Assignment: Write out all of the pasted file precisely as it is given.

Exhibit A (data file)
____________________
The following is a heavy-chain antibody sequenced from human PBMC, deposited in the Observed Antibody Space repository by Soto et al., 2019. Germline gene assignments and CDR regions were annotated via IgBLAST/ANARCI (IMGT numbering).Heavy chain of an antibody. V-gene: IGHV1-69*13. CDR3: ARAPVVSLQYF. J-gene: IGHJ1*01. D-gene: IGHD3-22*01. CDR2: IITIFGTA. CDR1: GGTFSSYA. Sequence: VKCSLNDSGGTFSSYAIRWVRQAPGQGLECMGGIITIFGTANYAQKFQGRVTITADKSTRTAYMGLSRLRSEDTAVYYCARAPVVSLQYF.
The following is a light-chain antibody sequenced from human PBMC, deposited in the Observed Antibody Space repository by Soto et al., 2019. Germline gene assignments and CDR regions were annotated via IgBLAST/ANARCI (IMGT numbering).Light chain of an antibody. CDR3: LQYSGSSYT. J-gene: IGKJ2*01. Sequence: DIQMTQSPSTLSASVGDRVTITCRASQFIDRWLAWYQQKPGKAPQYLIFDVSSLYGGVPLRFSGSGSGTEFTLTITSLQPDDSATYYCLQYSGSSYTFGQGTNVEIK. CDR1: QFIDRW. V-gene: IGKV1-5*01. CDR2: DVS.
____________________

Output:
The following is a heavy-chain antibody sequenced from human PBMC, deposited in the Observed Antibody Space repository by Soto et al., 2019. Germline gene assignments and CDR regions were annotated via IgBLAST/ANARCI (IMGT numbering).Heavy chain of an antibody. V-gene: IGHV1-69*13. CDR3: ARAPVVSLQYF. J-gene: IGHJ1*01. D-gene: IGHD3-22*01. CDR2: IITIFGTA. CDR1: GGTFSSYA. Sequence: VKCSLNDSGGTFSSYAIRWVRQAPGQGLECMGGIITIFGTANYAQKFQGRVTITADKSTRTAYMGLSRLRSEDTAVYYCARAPVVSLQYF.
The following is a light-chain antibody sequenced from human PBMC, deposited in the Observed Antibody Space repository by Soto et al., 2019. Germline gene assignments and CDR regions were annotated via IgBLAST/ANARCI (IMGT numbering).Light chain of an antibody. CDR3: LQYSGSSYT. J-gene: IGKJ2*01. Sequence: DIQMTQSPSTLSASVGDRVTITCRASQFIDRWLAWYQQKPGKAPQYLIFDVSSLYGGVPLRFSGSGSGTEFTLTITSLQPDDSATYYCLQYSGSSYTFGQGTNVEIK. CDR1: QFIDRW. V-gene: IGKV1-5*01. CDR2: DVS.